Proof of claim: Suppose otherwise. Then $\theta (3 \varphi(\beta)) = 3\theta (\varphi (\beta)) = a+b+c$. The map $\theta$ is injective, so $3\varphi(\beta) = a+b+c$. Evaluating at $(a,b,c) = (1,0,0)$ gives that $3\varphi(\beta)(1,0,0) = 1 \in S$; yet, $3$ is not invertible in $S$ (*). This gives a contradiction.

(*) For various reasons: to stick to my guns a bit, one being that, since $2$ is a unit in $\mathbb{Z}/3$, there is a unique ring morphism $S \to \mathbb{Z}/3$ extending the canonical quotient map $\mathbb{Z} \to \mathbb{Z}/3$. As $3$ is not a unit in $\mathbb{Z}/3$, it cannot be a unit of $S$.

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By $\mathbb{Z}/3$, do you mean the set of integers modulo $3$? – goblin Dec 21 '13 at 7:48
Yes. It seems like a bit of cheating, but any "formula" for building $f_3$ symbolically using $f_2$, 0, and 1, should work in any field where division by 2 is defined (i.e. a field not of characteristic 2). – Thomas Belulovich Dec 21 '13 at 7:49
Okay, but why should the fact that $f_3$ does not exist in $\mathbb{Z}/3$ impact its definability in terms of $f_2$ over $[0,1]$? Note that the latter is not even a field. – goblin Dec 21 '13 at 7:54
The definition of $f_n$ extends to $\mathbb{R}$ perfectly well. Another way to think about it is that $f_2$ doesn't introduce any "powers of three" into the denominator. – Thomas Belulovich Dec 21 '13 at 7:57
Yet another thing that could be said is that there is a mapping from the set $B$ you've defined to the set of functions $F^3 \to F$ (where $F$ is any field of characteristic different from 2), where given $\beta \in B$, you can define $\beta(a,b,c) =$ (what you get when you plug in $a,b,c$ into $\beta$). This mapping sends $f_n$ to the "averaging" function in $F$, so if $f_3$ were in $B$, there would be an "averaging" function of three variables in $F$. There isn't always such a thing. – Thomas Belulovich Dec 21 '13 at 7:59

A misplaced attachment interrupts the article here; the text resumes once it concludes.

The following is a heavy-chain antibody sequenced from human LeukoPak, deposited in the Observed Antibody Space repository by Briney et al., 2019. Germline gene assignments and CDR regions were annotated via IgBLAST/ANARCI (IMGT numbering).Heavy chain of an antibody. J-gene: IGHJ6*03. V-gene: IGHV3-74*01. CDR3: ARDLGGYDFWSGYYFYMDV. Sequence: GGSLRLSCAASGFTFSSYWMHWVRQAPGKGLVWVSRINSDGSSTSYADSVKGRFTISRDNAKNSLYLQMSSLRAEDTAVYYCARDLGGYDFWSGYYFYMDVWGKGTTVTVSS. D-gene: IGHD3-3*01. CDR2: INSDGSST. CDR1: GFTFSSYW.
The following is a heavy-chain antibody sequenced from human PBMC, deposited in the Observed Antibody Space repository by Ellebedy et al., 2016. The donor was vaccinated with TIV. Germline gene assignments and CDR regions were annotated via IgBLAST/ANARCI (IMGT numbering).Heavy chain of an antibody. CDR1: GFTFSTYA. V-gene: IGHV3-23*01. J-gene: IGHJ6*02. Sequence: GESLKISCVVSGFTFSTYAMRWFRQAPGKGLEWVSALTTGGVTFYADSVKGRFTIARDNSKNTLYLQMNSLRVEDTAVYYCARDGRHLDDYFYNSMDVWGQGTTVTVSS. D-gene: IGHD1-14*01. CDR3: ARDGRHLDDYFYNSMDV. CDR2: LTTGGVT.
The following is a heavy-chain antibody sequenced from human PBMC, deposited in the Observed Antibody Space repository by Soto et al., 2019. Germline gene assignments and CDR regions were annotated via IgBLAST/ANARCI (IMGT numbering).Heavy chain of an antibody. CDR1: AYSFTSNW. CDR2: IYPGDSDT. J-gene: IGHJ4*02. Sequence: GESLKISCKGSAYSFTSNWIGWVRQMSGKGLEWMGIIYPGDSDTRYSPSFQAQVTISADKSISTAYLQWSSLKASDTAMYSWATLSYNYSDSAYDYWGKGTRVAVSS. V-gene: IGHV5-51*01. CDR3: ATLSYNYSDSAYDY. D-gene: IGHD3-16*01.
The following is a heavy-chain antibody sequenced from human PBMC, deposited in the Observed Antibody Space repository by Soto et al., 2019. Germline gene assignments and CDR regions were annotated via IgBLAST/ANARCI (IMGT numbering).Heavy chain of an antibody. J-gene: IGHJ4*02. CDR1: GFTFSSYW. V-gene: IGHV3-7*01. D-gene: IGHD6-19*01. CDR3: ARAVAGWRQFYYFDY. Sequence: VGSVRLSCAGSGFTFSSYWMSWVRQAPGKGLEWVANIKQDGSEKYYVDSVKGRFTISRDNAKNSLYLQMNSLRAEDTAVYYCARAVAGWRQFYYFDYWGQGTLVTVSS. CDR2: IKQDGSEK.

We will prove something a bit more general. We prove that no composition can ever take the value $1/3$ when supplied $0$'s and $1$'s as argument. We define $B'$ to be all functions $[0,1]^n \to \mathbb{R}$ which can be written as a composition of $f_2$, $0$ and $1$.

More precisely, $B'$ is the smallest superset of $A' = \{f_2,0,1\}$, where $0,1$ are the constant functions, such that $B'$ is closed under composition.

It's clear that the $B$ defined in the problem, interpreted appropriately, is a subset of this.

1. $B'$ is given by finite compositions of elements of $A'$, since this is a superset of $A'$ that is closed under composition of $f_2$, and any such superset must contain finite compositions. This is a standard argument in recursive definitions. More precisely, let $A_0' =A'$ and $A_{k+1}' = A_k' \cup \{f_2 \circ (\beta_1,\beta_2) \mid \beta_1,\beta_2 \in A_k'\}$. Then $B' = \cup_k A_k'$. To be even more precise, we should include arity $ar(\beta)$ of elements $\beta \in A_k'$ and the tuple $(\beta_1,\beta_2)$ will have different choices of arity between $\min(ar(\beta_1),ar(\beta_2))$ and $ar(\beta_1)+ar(\beta_2)$ depending on how we mix the arguments.

2. For any $\beta \in B'$ of arity $n$, and any $n$-vector $v$ of $0$'s and $1$'s, $\beta(v)$ is rational, and in the reduced form, the denominator is a power of $2$. This is easily proved via induction on $k$ above, since $\beta \in A_k'$ for some $k$.

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Ronno thanks for your answer. I'm doing other things at the moment, but I'll definitely have a close read of this either later today, or tomorrow. Once again, thank you. – goblin Dec 21 '13 at 9:56